When finished tethering, I sat down to steady my heart and put on my mechanical release. I dug through my backpack and every pocket of my clothing, but found no release. I checked again, and yet again. I must have dropped it somewhere on my trek out! Ugh!! What more could happen?

The darkness was now giving way to light, so I just sat there checking out my surroundings and range finding different landmarks for quick shooting reference.

Now my hands were beginning to get cold, but I couldn’t find my gloves! They were both here a moment ago! I looked around, and then down, and there they were on the ground, waving up at me. Ugh again!

I wasn’t going back down.

“I don’t need you any ways! I have heat packs I can use!”


I left those in the truck.

I’d have to keep my hands in my pockets for the next several hours if I wanted to keep them warm. I’ve done it before so I’d just have to do it again.

I then realized I forgot to haul up my bow. As I began to pull on the towrope, I could feel it was caught on something and would NOT let go of it. I tugged and tugged but to no avail. Now I was getting really disgusted.

I gave Paula a call on her cell phone to let her know how much I hated her tree and the grief it was giving me when she said, “Remember, those three muley does come by every morning at 6:30, so you’d better hurry!”

I checked my watch. It was 6:15.

“Well then I’d better hurry and try to figure out how to get my bow up!”

While still tethered in and sitting, I hung over the edge of the treestand trying to figure out what was causing the haul line hang up. Ah-hah! The rope was wedged behind one of the tree steps. It took several extra minutes, but I finally got it unstuck without having to climb down. I didn’t want to have to climb down!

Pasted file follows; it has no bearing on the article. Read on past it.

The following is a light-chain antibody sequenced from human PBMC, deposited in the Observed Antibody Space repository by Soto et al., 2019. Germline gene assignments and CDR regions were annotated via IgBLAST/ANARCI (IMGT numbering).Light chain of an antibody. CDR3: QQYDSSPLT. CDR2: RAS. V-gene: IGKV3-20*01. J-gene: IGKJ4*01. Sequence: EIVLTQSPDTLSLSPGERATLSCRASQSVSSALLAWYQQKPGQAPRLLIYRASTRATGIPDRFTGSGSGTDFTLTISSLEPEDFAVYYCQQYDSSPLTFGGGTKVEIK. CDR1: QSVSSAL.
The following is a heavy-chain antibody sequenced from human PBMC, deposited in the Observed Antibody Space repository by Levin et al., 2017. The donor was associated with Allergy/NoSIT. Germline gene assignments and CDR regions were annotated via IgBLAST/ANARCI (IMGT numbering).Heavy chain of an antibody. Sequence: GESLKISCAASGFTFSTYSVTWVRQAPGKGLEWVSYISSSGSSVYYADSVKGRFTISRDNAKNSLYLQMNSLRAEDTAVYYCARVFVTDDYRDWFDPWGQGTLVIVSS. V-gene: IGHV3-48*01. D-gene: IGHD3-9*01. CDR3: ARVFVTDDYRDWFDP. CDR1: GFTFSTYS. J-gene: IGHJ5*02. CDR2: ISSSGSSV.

I was now standing when I pulled the bow up. When it was nearing the top of the stand’s platform, I was bending over with my head towards the tree and my butt sticking out. I’m not sure why I was in this position, as I have never hauled up my bow this way before. Suddenly, I had the inkling to look to the right. There, standing broadside twenty yards from me was the mama muley and her two young’uns.

She was looking right at me. I was sure I could hear her taunting me, but I froze, hoping she’d think this hunter with her big butt sticking out, was just a tree with a big abscess. I stood in that bent over position for several minutes before she realized I was no threat, and she and her family walked away, out of my life forever. I swear I could hear her laughing!

“She was ten minutes early today!!” I was fuming.

I finally got my bow up and an arrow attached, but for the next two and a half hours, nothing more appeared. I hated this tree. This evil tree! I wanted to get down and call it quits!

Just then, I got a phone call. I was hoping it was Paula so I could tell her that her tree was pure evil! It was Kathleen, letting me know that she had just shot a buck.

Yay!! Now I’d have a good reason why to get down from this tree for GOOD!

I told her about the evil tree and the malcontent it provided me and that I wanted an excuse to get out of it. Besides, I was good at blood tracking so I could be of some use to her.

As I was listening to her tell me about her buck, I interrupted with, “Oh crap!”


“Could anything more happen!?”

“What now?”

I just dropped my camera!!

My flashlight and gloves I didn’t care about, but my camera? Yikes!

I sighed a heavy sigh but safely made it down the tree. I picked up all of my fallen belongings that were strewn about. I’d have to remember to recharge my flashlight batteries, as they were now dead. I was just glad that my camera was still in working order. (I’d later find that my missing release had fallen out of my pocket and under the truck seat while getting out of the truck.)

As I walked away from that tree, that evil tree, I vowed never to return to it.

Paula could have it back.